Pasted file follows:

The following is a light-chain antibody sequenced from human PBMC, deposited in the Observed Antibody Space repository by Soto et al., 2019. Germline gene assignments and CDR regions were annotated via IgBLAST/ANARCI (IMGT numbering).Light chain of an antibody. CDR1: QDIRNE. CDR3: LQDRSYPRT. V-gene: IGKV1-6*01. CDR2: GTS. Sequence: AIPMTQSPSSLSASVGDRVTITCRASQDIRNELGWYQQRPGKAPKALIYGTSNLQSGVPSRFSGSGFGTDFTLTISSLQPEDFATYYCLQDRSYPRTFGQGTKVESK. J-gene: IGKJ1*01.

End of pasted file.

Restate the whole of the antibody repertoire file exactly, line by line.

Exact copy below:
The following is a light-chain antibody sequenced from human PBMC, deposited in the Observed Antibody Space repository by Soto et al., 2019. Germline gene assignments and CDR regions were annotated via IgBLAST/ANARCI (IMGT numbering).Light chain of an antibody. CDR1: QDIRNE. CDR3: LQDRSYPRT. V-gene: IGKV1-6*01. CDR2: GTS. Sequence: AIPMTQSPSSLSASVGDRVTITCRASQDIRNELGWYQQRPGKAPKALIYGTSNLQSGVPSRFSGSGFGTDFTLTISSLQPEDFATYYCLQDRSYPRTFGQGTKVESK. J-gene: IGKJ1*01.